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The southern Swedish state of Skane has become a fortress of the far-right Sweden Democrats. What does their rule mean for the local municipalities? Richard Orange went to Horby to find out.
When the meeting was over, the new mayor warmly hugged her party colleagues, and then walked over to her Italian husband and kissed him with the words "Amore mio."
Cecilia Bladh in Zito, 43, had just been voted in as mayor for the far-right Sweden Democrats in the Swedish town of Horby. The same day Louise Erixon, partner of Jimmie Akesson, the populist party's leader, was made mayor of Solvesborg, another municipality in the neighboring Sweden Democrat stronghold of Blekinge, and last month another party member became mayor of a third, the municipality of Bromölla.
The three mayorships mark the first taste of real political power for the party 30 years after it was founded. "I'm extremely happy," Bladh in Zito told DW. "It's the first time that Swedish Democrats have become mayors, so we are in the spotlight of course. The media are watching us, and all the voters are of course looking at us and asking 'are the Sweden Democrats up to taking this responsibility?'"
One of the most striking images of September's general election was the map of Skane, Sweden's southernmost county, turning almost completely yellow (as per the color of their logo) as the populists emerged as the biggest party across huge swatches of the territory.
No scruples at the local level
On a national level, Sweden's center-right parties have refused to cooperate with the party, due to its neo-Nazi roots. But out in the municipalities, they have no such scruples. The center-right moderates have teamed up with the Sweden Democrats to seize or hold on to power in eight municipalities, and in return have backed the Sweden Democrats to take power in three more.
Read more: Neo-Nazi background hounds Sweden Democrats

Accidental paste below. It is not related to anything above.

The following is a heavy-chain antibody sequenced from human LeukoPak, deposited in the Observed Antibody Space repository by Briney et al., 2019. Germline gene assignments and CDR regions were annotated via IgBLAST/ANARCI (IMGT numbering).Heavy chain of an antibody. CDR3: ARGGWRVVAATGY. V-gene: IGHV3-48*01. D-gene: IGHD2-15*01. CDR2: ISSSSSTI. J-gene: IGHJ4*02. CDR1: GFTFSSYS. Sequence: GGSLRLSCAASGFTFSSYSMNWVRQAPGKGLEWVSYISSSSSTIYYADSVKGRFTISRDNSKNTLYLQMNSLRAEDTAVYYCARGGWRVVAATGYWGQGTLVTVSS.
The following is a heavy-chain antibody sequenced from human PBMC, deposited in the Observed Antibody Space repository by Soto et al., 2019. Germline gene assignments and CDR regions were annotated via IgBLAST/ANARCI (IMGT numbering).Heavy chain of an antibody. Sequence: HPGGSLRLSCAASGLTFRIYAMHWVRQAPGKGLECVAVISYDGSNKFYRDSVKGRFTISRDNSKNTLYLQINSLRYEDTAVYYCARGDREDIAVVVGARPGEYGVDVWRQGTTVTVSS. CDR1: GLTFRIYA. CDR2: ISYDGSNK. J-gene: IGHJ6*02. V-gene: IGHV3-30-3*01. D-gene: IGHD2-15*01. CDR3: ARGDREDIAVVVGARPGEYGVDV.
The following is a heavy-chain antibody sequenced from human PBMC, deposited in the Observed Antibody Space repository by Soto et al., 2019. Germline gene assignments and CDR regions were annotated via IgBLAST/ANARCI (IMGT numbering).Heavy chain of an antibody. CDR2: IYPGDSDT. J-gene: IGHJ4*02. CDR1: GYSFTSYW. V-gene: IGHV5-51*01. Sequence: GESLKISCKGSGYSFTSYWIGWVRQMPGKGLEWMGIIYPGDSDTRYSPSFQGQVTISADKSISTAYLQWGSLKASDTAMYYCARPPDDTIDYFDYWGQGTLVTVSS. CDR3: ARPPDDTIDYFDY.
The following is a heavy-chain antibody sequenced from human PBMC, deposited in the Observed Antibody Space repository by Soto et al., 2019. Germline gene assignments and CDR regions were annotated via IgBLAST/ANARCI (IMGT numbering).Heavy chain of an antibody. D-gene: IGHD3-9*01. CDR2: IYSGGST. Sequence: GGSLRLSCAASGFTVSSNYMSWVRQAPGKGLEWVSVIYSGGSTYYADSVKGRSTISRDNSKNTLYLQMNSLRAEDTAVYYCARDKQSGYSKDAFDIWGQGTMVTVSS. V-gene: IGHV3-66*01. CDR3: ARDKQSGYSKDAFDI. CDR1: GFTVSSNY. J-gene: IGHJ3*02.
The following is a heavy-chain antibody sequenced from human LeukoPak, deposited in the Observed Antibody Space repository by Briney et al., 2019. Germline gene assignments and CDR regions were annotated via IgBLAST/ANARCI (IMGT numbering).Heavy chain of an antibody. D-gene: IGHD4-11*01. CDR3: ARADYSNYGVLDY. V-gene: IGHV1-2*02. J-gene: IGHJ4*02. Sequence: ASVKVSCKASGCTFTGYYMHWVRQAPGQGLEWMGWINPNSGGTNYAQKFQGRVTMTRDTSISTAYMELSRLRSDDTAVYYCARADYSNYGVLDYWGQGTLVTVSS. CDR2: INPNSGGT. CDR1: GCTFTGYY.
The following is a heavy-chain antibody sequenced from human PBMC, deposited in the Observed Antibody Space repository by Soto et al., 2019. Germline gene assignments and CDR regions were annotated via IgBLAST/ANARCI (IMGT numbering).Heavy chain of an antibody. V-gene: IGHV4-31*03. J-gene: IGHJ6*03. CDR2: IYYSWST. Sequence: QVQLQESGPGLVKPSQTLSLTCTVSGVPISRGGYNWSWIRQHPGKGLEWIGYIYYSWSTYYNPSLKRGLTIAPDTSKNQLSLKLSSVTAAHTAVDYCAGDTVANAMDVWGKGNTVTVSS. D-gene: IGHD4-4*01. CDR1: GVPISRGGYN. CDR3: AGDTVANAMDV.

Farid Sharafuddin, 60, was one of the first victims of populist rule in the small agricultural town of Horby, after the party pushed through a budget which halved the funds for "mother-tongue teachers" like him, and threatened to sack all of his colleagues who lacked teaching qualifications. When DW met him at the town's Georgshill School, where he had just finished teaching a Dari lesson to seven Afghan child refugees, he said his colleagues had feared for their livelihoods when they heard about the plan.
"They were worried about what's going to happen, especially those who had temporary contracts. 'Are we going to be able work beyond Christmas or not?' And those who had permanent employment, they thought, 'should we start to look for a job somewhere else?'"
But Sharafuddin, himself a former politician, told his colleagues that the populists' plan was impossible. "We told them, 'it says in the law that they can't do that.'" Sweden's school law, he explained, requires all municipalities to provide a teacher whenever there are more than five students who speak a language. And unlike for other subjects, there is no requirement that the teachers be qualified."They hadn't done the research," he said. "It makes people feel that they're amateurs. This thing with mother-tongue education, it's been a big slap in the face for them."
Despite scandals, support is strong
This wasn't the first upset to hit the party since its election success. In October, Stefan Borg, the party's local chairman, was forced to withdraw his candidacy as mayor, following revelations that he made a series of homophobic and racist comments on Facebook.
But with 35 percent of people in Horby voting for the party, many still believe it can bring greater order to the town center, which Bladh in Zito claims has become so unsafe that she no longer goes out after dark.
"The idea now is that it's going to be better, we hope," said a woman serving coffee and Christmas saffron buns at the Boijertz Conditori overlooking the town Christmas tree. "It's been pretty rough here in the municipality, so we hope there will be a little change."
Back at the council meeting, Tommy Hall, a Social Democrat veteran who has sat on the town council for 46 years, was growing impatient at the populists' way of doing things. "You can't do it this way, Borg," he said gruffly, glaring at the Sweden Democrats across the room, as he challenged their plan to make one of their Christian Democrat backers the chair of the council's accounts committee. "Of course the biggest opposition party has to have control of the accounts committee, so they can hold the council to account."
Bladh in Zito said the Sweden Democrats had been prepared for opposition from the center-left party.
"They have gone from steering the municipality to a party that doesn't have any power at all anymore," she said. "So I understand their frustration and understand that they are disappointed."
The town's former Social Democrat mayor Susanne Meijer said she feared for what the Sweden Democrats could do to the town. "They can do a hell of a lot," she told DW. "They've made a lot of policy proposals, on [housing asylum seekers in] caravans, on [banning] begging. They can now drive all that through. And of course I think it's a real shame for the municipality."
But without the mandates to stop them, she has been reduced to pledging to boycott the council's Christmas lunch. "It doesn't feel comfortable for us to sit and mingle with the Sweden Democrats, given their appalling view of humanity," she said.